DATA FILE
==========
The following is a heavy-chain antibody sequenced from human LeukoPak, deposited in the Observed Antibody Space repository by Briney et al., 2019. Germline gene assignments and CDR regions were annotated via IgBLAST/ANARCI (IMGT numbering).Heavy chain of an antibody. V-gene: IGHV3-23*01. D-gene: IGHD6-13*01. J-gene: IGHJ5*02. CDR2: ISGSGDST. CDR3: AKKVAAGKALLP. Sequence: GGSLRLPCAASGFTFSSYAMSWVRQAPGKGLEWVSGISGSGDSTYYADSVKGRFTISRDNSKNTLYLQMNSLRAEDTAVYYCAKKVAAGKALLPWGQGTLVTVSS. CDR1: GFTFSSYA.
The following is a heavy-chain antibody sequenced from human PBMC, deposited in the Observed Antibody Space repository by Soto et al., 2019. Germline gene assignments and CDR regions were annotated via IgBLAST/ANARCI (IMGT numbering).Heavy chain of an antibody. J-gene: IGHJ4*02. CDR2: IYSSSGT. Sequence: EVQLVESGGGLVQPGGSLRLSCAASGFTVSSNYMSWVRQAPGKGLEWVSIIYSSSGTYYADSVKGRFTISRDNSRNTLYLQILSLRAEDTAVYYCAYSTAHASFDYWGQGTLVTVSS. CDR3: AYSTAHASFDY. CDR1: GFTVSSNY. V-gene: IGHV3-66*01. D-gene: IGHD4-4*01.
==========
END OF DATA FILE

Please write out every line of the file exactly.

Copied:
The following is a heavy-chain antibody sequenced from human LeukoPak, deposited in the Observed Antibody Space repository by Briney et al., 2019. Germline gene assignments and CDR regions were annotated via IgBLAST/ANARCI (IMGT numbering).Heavy chain of an antibody. V-gene: IGHV3-23*01. D-gene: IGHD6-13*01. J-gene: IGHJ5*02. CDR2: ISGSGDST. CDR3: AKKVAAGKALLP. Sequence: GGSLRLPCAASGFTFSSYAMSWVRQAPGKGLEWVSGISGSGDSTYYADSVKGRFTISRDNSKNTLYLQMNSLRAEDTAVYYCAKKVAAGKALLPWGQGTLVTVSS. CDR1: GFTFSSYA.
The following is a heavy-chain antibody sequenced from human PBMC, deposited in the Observed Antibody Space repository by Soto et al., 2019. Germline gene assignments and CDR regions were annotated via IgBLAST/ANARCI (IMGT numbering).Heavy chain of an antibody. J-gene: IGHJ4*02. CDR2: IYSSSGT. Sequence: EVQLVESGGGLVQPGGSLRLSCAASGFTVSSNYMSWVRQAPGKGLEWVSIIYSSSGTYYADSVKGRFTISRDNSRNTLYLQILSLRAEDTAVYYCAYSTAHASFDYWGQGTLVTVSS. CDR3: AYSTAHASFDY. CDR1: GFTVSSNY. V-gene: IGHV3-66*01. D-gene: IGHD4-4*01.